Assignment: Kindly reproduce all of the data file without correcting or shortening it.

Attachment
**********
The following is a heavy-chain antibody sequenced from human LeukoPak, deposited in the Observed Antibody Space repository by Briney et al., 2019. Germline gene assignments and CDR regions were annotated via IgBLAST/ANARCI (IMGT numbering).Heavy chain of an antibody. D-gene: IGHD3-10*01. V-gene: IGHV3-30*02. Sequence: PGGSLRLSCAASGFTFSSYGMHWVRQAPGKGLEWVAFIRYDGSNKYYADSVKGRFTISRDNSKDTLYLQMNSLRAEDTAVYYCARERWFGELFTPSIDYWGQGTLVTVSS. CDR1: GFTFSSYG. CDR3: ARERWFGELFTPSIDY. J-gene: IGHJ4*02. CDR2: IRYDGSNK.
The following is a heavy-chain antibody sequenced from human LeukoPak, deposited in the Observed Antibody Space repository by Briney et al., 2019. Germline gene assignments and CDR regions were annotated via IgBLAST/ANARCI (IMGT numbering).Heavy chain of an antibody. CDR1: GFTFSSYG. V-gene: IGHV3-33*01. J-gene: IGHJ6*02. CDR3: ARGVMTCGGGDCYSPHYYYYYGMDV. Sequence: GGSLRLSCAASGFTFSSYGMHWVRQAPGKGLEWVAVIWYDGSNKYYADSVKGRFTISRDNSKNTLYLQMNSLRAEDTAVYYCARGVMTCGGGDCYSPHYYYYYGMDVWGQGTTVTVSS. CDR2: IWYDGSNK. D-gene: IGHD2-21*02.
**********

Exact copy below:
The following is a heavy-chain antibody sequenced from human LeukoPak, deposited in the Observed Antibody Space repository by Briney et al., 2019. Germline gene assignments and CDR regions were annotated via IgBLAST/ANARCI (IMGT numbering).Heavy chain of an antibody. D-gene: IGHD3-10*01. V-gene: IGHV3-30*02. Sequence: PGGSLRLSCAASGFTFSSYGMHWVRQAPGKGLEWVAFIRYDGSNKYYADSVKGRFTISRDNSKDTLYLQMNSLRAEDTAVYYCARERWFGELFTPSIDYWGQGTLVTVSS. CDR1: GFTFSSYG. CDR3: ARERWFGELFTPSIDY. J-gene: IGHJ4*02. CDR2: IRYDGSNK.
The following is a heavy-chain antibody sequenced from human LeukoPak, deposited in the Observed Antibody Space repository by Briney et al., 2019. Germline gene assignments and CDR regions were annotated via IgBLAST/ANARCI (IMGT numbering).Heavy chain of an antibody. CDR1: GFTFSSYG. V-gene: IGHV3-33*01. J-gene: IGHJ6*02. CDR3: ARGVMTCGGGDCYSPHYYYYYGMDV. Sequence: GGSLRLSCAASGFTFSSYGMHWVRQAPGKGLEWVAVIWYDGSNKYYADSVKGRFTISRDNSKNTLYLQMNSLRAEDTAVYYCARGVMTCGGGDCYSPHYYYYYGMDVWGQGTTVTVSS. CDR2: IWYDGSNK. D-gene: IGHD2-21*02.